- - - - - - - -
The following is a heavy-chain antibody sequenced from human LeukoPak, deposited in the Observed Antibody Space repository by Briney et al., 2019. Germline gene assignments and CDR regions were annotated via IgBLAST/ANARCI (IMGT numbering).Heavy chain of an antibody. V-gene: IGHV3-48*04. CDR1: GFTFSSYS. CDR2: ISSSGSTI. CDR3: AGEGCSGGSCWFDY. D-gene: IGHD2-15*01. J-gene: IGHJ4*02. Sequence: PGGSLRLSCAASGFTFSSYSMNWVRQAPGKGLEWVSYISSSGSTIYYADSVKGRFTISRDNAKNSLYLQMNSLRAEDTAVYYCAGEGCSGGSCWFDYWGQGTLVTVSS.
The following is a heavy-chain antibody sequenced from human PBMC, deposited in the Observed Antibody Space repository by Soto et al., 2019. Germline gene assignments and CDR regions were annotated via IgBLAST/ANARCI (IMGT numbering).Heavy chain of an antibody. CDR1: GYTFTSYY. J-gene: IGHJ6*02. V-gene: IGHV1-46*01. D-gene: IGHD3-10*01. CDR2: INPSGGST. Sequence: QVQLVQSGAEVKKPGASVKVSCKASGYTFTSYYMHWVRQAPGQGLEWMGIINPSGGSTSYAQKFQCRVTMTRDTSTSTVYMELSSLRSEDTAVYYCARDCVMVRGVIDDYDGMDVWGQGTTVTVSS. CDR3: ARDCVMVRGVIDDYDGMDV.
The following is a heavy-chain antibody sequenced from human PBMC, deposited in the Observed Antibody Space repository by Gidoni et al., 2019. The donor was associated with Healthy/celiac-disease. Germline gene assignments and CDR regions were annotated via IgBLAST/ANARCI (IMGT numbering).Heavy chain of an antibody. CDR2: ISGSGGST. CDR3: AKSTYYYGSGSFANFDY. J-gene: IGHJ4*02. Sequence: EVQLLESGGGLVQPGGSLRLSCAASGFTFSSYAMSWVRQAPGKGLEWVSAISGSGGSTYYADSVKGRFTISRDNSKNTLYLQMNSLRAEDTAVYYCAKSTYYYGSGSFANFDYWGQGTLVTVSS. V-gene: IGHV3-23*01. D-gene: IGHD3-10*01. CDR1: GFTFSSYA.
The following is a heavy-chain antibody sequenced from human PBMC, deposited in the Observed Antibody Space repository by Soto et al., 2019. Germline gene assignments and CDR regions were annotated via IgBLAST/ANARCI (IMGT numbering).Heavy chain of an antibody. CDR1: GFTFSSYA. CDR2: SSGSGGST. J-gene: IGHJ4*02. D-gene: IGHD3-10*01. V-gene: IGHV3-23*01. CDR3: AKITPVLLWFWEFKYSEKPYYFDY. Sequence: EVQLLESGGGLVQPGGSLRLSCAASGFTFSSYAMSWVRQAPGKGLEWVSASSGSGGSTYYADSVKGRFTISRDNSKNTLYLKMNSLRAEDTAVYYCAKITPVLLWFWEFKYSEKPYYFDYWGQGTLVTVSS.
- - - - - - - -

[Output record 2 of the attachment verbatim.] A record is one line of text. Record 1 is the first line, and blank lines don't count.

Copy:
The following is a heavy-chain antibody sequenced from human PBMC, deposited in the Observed Antibody Space repository by Soto et al., 2019. Germline gene assignments and CDR regions were annotated via IgBLAST/ANARCI (IMGT numbering).Heavy chain of an antibody. CDR1: GYTFTSYY. J-gene: IGHJ6*02. V-gene: IGHV1-46*01. D-gene: IGHD3-10*01. CDR2: INPSGGST. Sequence: QVQLVQSGAEVKKPGASVKVSCKASGYTFTSYYMHWVRQAPGQGLEWMGIINPSGGSTSYAQKFQCRVTMTRDTSTSTVYMELSSLRSEDTAVYYCARDCVMVRGVIDDYDGMDVWGQGTTVTVSS. CDR3: ARDCVMVRGVIDDYDGMDV.